It’s Operation and How It Makes Work
Inda Sari 2008 By: Dian

 1984 At the age of 19 with $ 1,000 in start up capital Micheal Dell founded Dell Computer with simple vision and business concept – that Personal computer could built to order and sold directly to customer. He believed that: 1. Bypassing distributors and retail dealers eliminated the markups of reseller. 2. Building to order greatly reduced the costs and risks associated with carrying large stock of parts, components and finished goods.  1985 Dell build and design the first computer system  1988 Dell had raised $ 30 Million in it’s IPO. At this time his capital is $ 85 Million.  1998 Dell had a 12% share of PC market in US and became one of market leader in computer business with Compaq and IBM until now.

Company Tour


We Make Computing Easy. Like it should be Our Direct Connection Why We’re the Industry Leader – Our Product & Service We Know Enterprise Computing Firsthand We’re Close to Customers Around the World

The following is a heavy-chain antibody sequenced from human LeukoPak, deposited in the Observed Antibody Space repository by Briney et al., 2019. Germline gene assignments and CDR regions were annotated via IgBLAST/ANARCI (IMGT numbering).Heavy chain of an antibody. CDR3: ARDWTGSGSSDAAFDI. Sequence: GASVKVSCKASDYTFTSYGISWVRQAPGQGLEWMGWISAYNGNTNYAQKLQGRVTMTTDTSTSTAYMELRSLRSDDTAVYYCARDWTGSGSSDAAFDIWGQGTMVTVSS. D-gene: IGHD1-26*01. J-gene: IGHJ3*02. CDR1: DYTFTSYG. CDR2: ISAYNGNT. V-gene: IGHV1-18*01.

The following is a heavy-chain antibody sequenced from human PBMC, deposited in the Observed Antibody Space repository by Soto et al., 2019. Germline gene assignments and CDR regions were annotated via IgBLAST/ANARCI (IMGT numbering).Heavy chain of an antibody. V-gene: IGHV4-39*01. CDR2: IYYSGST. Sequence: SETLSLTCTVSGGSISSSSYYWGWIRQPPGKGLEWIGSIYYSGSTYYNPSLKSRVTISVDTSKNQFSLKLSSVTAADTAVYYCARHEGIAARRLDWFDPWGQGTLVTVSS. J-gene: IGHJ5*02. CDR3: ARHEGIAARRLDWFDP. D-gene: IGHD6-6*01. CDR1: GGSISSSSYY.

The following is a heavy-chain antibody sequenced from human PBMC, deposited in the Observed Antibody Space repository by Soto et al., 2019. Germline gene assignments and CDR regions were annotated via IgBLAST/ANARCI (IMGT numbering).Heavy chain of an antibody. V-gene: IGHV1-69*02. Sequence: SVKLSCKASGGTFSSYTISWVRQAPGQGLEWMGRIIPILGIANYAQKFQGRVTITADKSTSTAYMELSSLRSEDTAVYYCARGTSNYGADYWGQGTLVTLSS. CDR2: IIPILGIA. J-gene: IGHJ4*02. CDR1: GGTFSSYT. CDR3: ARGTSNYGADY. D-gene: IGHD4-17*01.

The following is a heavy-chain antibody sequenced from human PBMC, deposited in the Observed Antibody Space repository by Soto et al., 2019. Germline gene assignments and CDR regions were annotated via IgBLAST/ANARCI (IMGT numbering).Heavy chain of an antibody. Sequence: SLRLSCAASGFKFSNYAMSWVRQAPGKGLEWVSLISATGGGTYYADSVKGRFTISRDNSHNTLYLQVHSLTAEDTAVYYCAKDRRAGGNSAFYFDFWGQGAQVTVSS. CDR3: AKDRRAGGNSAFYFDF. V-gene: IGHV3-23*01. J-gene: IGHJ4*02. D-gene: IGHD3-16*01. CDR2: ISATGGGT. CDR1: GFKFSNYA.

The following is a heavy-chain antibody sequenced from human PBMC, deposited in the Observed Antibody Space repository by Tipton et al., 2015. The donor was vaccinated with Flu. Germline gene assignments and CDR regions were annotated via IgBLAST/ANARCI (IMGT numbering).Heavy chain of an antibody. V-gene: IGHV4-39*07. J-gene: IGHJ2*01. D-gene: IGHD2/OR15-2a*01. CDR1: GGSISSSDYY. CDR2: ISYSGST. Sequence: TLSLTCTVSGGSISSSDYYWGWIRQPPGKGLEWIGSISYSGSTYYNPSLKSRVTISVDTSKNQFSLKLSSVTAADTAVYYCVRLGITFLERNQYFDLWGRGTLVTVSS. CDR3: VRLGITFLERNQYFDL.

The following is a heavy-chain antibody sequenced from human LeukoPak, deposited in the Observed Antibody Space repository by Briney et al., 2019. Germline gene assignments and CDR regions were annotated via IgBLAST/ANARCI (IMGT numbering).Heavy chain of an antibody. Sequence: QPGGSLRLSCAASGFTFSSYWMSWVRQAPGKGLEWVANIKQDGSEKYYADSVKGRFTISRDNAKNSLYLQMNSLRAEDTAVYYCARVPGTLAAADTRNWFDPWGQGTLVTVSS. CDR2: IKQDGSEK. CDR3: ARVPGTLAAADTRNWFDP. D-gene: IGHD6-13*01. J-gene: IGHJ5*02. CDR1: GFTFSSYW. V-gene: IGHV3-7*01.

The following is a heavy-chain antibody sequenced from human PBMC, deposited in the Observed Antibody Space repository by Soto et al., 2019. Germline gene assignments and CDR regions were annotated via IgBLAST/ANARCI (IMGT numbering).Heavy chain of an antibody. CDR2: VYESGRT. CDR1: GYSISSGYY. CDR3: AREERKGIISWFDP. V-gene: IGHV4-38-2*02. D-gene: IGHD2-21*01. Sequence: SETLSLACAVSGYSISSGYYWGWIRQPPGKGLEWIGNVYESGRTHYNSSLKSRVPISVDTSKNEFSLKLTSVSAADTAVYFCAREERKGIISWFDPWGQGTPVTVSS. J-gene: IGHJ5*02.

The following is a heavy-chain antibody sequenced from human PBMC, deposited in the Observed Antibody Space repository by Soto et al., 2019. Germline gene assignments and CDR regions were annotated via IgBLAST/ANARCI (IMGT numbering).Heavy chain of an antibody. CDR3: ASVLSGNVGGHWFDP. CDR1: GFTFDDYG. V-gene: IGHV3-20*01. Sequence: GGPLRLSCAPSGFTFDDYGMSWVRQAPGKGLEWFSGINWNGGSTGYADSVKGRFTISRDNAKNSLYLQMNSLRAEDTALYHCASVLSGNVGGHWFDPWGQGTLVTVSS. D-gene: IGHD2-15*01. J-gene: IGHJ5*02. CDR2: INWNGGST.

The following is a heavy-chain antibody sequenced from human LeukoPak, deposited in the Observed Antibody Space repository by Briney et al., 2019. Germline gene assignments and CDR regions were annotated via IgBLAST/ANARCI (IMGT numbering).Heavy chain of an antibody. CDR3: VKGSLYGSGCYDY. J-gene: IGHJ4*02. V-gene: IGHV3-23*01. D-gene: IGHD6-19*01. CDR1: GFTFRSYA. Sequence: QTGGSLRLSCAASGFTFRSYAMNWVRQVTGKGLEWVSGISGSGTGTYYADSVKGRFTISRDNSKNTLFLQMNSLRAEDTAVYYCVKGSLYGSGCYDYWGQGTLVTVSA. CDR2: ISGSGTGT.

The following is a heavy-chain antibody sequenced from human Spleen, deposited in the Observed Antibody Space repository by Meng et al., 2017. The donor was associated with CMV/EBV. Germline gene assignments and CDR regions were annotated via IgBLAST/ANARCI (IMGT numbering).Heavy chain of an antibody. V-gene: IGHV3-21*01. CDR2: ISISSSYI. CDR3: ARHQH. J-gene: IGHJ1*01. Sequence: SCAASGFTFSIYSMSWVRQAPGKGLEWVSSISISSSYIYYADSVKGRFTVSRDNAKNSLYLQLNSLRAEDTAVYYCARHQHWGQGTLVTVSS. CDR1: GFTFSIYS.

Focus Leadership




Build-to-Order Manufacturing and Mass Customization

Dell built its computers, workstations and servers to order, none were produced for inventory. Dell customers could order custom built server and workstation based on their needs of their applications. This sell-direct strategy meant that Dell had no in-house stock of finished goods inventories and that unlike competitor using traditional value of chain model, it didn’t have to wait for resellers to clear out their own inventories before it could push new models into market place.

Dell Assembly Plants – Austin - Texas, Ireland and Penang Malaysia.


Traditional PC’s Industry Value Chain (Utilized by Compaq, IBM, HP and Most Other)
Manufactured of PC’s Component By Suppliers Assembly of PC by PC Makers (to Fill order from Suppliers and Keep distribution Channel stock) Sales and Marketing Activities of Reseller to self Inventories of PC’s on hand Service and support activities Provided to PC Users by reseller (or some PC Makers – IBM to PC users)

Purchase By PC Users